The rod of iron as seen in the vision interpreted was the word of God, or the gospel of Jesus Christ, which led to the tree of life that the Master explained to the woman at the well in Samaria was as “a well of [living] water springing up into everlasting life.” Those, as seen in the vision, who were across the river pointing fingers of scorn represented the multitudes of the earth which are gathered together to fight against the apostles of the Lamb of God. The scorners, so the Lord revealed, represented the so-called wisdom of the world, and the building itself in which they were gathered was the “pride of the world.” If there is any one thing most needed in this time of tumult and frustration, when men and women and youth and young adults are desperately seeking for answers to the problems which afflict mankind, it is an “iron rod” as a safe guide along the straight path on the way to eternal life, amidst the strange and devious roadways that would eventually lead to destruction and to the ruin of all that is “virtuous, lovely, or of good report.”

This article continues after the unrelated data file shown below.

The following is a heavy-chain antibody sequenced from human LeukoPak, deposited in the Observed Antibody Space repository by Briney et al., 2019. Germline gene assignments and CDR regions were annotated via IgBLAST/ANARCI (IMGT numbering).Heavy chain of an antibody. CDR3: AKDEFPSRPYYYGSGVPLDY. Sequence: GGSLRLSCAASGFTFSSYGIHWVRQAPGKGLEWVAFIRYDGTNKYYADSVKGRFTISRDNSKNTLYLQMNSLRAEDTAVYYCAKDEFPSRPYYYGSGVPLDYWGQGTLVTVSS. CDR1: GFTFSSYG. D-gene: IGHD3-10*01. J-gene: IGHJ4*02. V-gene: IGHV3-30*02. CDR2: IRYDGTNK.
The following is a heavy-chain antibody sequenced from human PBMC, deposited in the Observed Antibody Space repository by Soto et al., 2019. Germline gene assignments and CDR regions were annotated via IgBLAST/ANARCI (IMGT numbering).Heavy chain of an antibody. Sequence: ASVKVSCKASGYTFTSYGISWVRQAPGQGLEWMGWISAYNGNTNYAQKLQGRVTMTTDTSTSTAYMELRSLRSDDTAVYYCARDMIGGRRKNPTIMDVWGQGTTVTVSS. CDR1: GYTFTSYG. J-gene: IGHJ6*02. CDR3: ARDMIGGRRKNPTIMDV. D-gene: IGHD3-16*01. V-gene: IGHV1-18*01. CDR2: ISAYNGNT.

Enduring to the end is a hallmark of true discipleship and is essential to eternal life. But when trials and challenges come our way, we are often told to simply “hang in there.” Let me be clear: to “hang in there” is not a principle of the gospel. Enduring to the end means constantly coming unto Christ and being perfected in Him. If enduring to the end is essential to eternal life, why do we struggle to be faithful? We struggle when we are caught between competing priorities. Casual obedience and lukewarm commitment weaken faith. Enduring to the end requires total commitment to the Savior and to our covenants. Lehi’s vision of the tree of life is a powerful parable on enduring to the end. Please prayerfully study and ponder Lehi’s dream; then liken it unto yourself. As you do, carefully consider six important principles that help us endure to the end. . . Once we enter into covenants with God, there is no going back. Giving in, giving up, and giving out are not options. In the kingdom of God, there is a standard of excellence for exaltation. It requires valiant discipleship! There is no room for average or complacent disciples. Average is the enemy of excellence, and average commitment will prevent you from enduring to the end. If you are struggling, confused, or spiritually lost, I urge you to do the one thing I know will get you back on track. Begin again to prayerfully study the Book of Mormon and live its teachings every day, every day, every day! I testify of the profound power in the Book of Mormon that will change your life and strengthen your resolve to follow Christ. The Holy Ghost will change your heart and help you see “things as they really are.” He will show you what you need to do next.